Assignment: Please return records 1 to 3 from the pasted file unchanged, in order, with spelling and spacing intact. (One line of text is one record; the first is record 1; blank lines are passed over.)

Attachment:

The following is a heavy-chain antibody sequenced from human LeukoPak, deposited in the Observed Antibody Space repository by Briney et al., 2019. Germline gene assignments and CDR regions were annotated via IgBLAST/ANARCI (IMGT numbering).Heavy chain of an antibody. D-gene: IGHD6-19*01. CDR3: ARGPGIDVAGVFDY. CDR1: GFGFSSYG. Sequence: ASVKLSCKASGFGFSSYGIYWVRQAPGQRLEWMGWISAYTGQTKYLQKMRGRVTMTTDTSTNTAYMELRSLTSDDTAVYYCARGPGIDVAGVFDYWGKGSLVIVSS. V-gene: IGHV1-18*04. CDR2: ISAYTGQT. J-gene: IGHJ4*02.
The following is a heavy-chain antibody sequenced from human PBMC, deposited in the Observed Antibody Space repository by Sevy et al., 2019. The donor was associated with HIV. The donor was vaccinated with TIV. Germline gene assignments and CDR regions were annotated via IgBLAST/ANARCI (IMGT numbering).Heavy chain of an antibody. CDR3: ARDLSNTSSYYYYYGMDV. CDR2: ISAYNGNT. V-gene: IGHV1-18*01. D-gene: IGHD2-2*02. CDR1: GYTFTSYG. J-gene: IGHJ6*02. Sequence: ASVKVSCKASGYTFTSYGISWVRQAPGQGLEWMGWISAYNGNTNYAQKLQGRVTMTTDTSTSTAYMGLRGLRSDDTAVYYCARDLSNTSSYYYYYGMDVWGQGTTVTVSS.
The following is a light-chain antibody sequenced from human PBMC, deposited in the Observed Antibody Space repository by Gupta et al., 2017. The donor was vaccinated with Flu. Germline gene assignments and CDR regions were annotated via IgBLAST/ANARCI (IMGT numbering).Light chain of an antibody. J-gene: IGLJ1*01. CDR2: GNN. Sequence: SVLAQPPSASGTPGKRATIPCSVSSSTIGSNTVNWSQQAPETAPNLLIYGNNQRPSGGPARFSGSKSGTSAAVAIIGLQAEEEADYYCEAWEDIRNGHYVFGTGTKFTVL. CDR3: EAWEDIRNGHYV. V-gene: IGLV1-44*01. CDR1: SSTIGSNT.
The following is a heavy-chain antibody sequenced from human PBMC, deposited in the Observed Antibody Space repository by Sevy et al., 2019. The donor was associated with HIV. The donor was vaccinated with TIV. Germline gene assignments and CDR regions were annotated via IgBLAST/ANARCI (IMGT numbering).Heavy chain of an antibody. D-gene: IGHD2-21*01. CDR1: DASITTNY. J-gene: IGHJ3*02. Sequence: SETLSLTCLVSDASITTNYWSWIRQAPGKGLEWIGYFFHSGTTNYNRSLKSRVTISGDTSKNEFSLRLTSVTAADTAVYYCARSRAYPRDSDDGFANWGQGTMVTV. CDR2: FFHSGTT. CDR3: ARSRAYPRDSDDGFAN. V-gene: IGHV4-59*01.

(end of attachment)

The following is a heavy-chain antibody sequenced from human LeukoPak, deposited in the Observed Antibody Space repository by Briney et al., 2019. Germline gene assignments and CDR regions were annotated via IgBLAST/ANARCI (IMGT numbering).Heavy chain of an antibody. D-gene: IGHD6-19*01. CDR3: ARGPGIDVAGVFDY. CDR1: GFGFSSYG. Sequence: ASVKLSCKASGFGFSSYGIYWVRQAPGQRLEWMGWISAYTGQTKYLQKMRGRVTMTTDTSTNTAYMELRSLTSDDTAVYYCARGPGIDVAGVFDYWGKGSLVIVSS. V-gene: IGHV1-18*04. CDR2: ISAYTGQT. J-gene: IGHJ4*02.
The following is a heavy-chain antibody sequenced from human PBMC, deposited in the Observed Antibody Space repository by Sevy et al., 2019. The donor was associated with HIV. The donor was vaccinated with TIV. Germline gene assignments and CDR regions were annotated via IgBLAST/ANARCI (IMGT numbering).Heavy chain of an antibody. CDR3: ARDLSNTSSYYYYYGMDV. CDR2: ISAYNGNT. V-gene: IGHV1-18*01. D-gene: IGHD2-2*02. CDR1: GYTFTSYG. J-gene: IGHJ6*02. Sequence: ASVKVSCKASGYTFTSYGISWVRQAPGQGLEWMGWISAYNGNTNYAQKLQGRVTMTTDTSTSTAYMGLRGLRSDDTAVYYCARDLSNTSSYYYYYGMDVWGQGTTVTVSS.
The following is a light-chain antibody sequenced from human PBMC, deposited in the Observed Antibody Space repository by Gupta et al., 2017. The donor was vaccinated with Flu. Germline gene assignments and CDR regions were annotated via IgBLAST/ANARCI (IMGT numbering).Light chain of an antibody. J-gene: IGLJ1*01. CDR2: GNN. Sequence: SVLAQPPSASGTPGKRATIPCSVSSSTIGSNTVNWSQQAPETAPNLLIYGNNQRPSGGPARFSGSKSGTSAAVAIIGLQAEEEADYYCEAWEDIRNGHYVFGTGTKFTVL. CDR3: EAWEDIRNGHYV. V-gene: IGLV1-44*01. CDR1: SSTIGSNT.